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Type: Thesis
Title: Application of Importance Sampling for Point Source Analysis with the IceCube Neutrino Observatory
Author: Burley, Ryan Thomas
Issue Date: 2020
School/Discipline: School of Physical Sciences
Abstract: The IceCube Neutrino Observatory observes astrophysical neutrinos produced by the most energetic processes in the Universe. To date, the exact sources of these neutrinos, particles with no electric charge and almost negligible mass, are still a mystery. In an attempt to identify the sources of the highest energy neutrinos, the IceCube Collaboration uses likelihood analysis to search for clustering of neutrino events in the sky. An important part of this analysis is knowing how often neutrinos randomly cluster on the sky to replicate what an astrophysical neutrino source would look like. However, numerous simulations are required to properly understand this, and hence so are excessive computational resources. In this thesis, importance sampling is used to force rare clusters of neutrinos to occur on simulated skies. Two methods of importance sampling have been created to force these clusters to occur, a Gaussian weighting method and a binomial weighting method. Once these events are clustered, an appropriate weight can be applied to the sky the cluster is created on, and a likelihood analysis can be performed. We demonstrate how these methods can be used to identify the frequency at which rare clusterings of neutrinos occur, without the requirement of exhaustive computational time. We find that these rare clusters can be forced to occur on a sky with importance sampling, as can appropriate weights indicating the frequency the cluster would appear at a fixed point in space. However, further investigation is required to understand how to correctly apply sampling weights to the results when we perform the likelihood analysis over a full sky. The result of using importance sampling to identify rare clusters of neutrinos is used to investigate the effectiveness of a new test statistic for hypothesis testing in point source analysis. The most powerful test statistic for this analysis is the maximum likelihood, β„’.Μ‚ This is obtained by maximising a likelihood function relative to the maximum number of signal events, 𝑛̂𝑠, from some position on the sky. We construct a new statistic using a combination of the β„’Μ‚ and 𝑛̂𝑠 values, which has been suggested to be a more powerful test statistic than β„’Μ‚on its own. Using distributions obtained with importance sampling, we find that there is no evidence to indicate that a test statistic constructed using β„’Μ‚and 𝑛̂𝑠 is more powerful than β„’Μ‚on its own. Furthermore, we find that it simply replicates the results of β„’Μ‚by itself, due to the strong correlation between the β„’Μ‚and 𝑛̂𝑠 combinations in the null and alternate hypotheses tested.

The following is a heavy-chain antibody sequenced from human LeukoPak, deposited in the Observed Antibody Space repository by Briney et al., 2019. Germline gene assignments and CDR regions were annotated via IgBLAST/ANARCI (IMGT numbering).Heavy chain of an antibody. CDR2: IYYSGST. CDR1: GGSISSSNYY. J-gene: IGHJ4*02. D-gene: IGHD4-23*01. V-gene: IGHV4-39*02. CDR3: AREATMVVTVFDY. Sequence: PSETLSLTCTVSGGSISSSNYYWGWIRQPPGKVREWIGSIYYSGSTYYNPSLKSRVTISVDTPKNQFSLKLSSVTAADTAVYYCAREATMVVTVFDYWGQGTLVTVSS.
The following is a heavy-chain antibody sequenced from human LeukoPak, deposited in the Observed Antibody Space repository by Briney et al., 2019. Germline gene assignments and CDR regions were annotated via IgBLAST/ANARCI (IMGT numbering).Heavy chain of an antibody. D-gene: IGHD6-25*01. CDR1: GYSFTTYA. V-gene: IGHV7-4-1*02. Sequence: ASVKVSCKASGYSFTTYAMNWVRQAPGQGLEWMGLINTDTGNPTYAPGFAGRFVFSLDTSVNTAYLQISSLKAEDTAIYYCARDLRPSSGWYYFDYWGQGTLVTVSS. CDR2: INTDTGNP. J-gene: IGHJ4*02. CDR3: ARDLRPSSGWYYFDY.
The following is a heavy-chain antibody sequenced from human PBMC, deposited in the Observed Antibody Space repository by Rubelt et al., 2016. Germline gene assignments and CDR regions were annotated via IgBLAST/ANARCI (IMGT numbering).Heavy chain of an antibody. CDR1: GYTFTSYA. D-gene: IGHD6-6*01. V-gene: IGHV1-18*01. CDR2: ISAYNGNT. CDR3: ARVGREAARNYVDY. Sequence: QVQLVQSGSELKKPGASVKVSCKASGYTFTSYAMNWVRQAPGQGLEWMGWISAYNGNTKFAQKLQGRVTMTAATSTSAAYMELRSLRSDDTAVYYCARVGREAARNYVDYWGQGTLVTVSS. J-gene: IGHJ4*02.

Advisor: Hill, Gary
Rowell, Gavin
Dissertation Note: Thesis (MPhil) -- University of Adelaide, School of Physical Sciences, 2020
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